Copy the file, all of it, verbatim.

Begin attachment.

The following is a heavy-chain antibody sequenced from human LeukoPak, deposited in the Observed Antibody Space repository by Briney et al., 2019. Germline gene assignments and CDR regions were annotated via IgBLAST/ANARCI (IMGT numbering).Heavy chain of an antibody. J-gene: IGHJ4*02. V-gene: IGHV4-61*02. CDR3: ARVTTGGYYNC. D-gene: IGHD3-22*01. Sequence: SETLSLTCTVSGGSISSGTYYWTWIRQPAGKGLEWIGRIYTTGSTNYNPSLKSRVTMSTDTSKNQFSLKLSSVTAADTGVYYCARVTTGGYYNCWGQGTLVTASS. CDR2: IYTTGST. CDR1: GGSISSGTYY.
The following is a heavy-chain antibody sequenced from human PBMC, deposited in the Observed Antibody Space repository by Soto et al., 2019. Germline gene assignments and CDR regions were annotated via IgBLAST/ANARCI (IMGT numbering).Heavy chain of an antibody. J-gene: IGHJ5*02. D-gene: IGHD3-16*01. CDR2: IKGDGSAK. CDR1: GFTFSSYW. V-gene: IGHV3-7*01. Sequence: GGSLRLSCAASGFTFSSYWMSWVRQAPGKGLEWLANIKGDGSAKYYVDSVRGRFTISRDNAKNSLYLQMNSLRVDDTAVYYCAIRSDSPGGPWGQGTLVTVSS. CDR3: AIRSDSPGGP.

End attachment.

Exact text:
The following is a heavy-chain antibody sequenced from human LeukoPak, deposited in the Observed Antibody Space repository by Briney et al., 2019. Germline gene assignments and CDR regions were annotated via IgBLAST/ANARCI (IMGT numbering).Heavy chain of an antibody. J-gene: IGHJ4*02. V-gene: IGHV4-61*02. CDR3: ARVTTGGYYNC. D-gene: IGHD3-22*01. Sequence: SETLSLTCTVSGGSISSGTYYWTWIRQPAGKGLEWIGRIYTTGSTNYNPSLKSRVTMSTDTSKNQFSLKLSSVTAADTGVYYCARVTTGGYYNCWGQGTLVTASS. CDR2: IYTTGST. CDR1: GGSISSGTYY.
The following is a heavy-chain antibody sequenced from human PBMC, deposited in the Observed Antibody Space repository by Soto et al., 2019. Germline gene assignments and CDR regions were annotated via IgBLAST/ANARCI (IMGT numbering).Heavy chain of an antibody. J-gene: IGHJ5*02. D-gene: IGHD3-16*01. CDR2: IKGDGSAK. CDR1: GFTFSSYW. V-gene: IGHV3-7*01. Sequence: GGSLRLSCAASGFTFSSYWMSWVRQAPGKGLEWLANIKGDGSAKYYVDSVRGRFTISRDNAKNSLYLQMNSLRVDDTAVYYCAIRSDSPGGPWGQGTLVTVSS. CDR3: AIRSDSPGGP.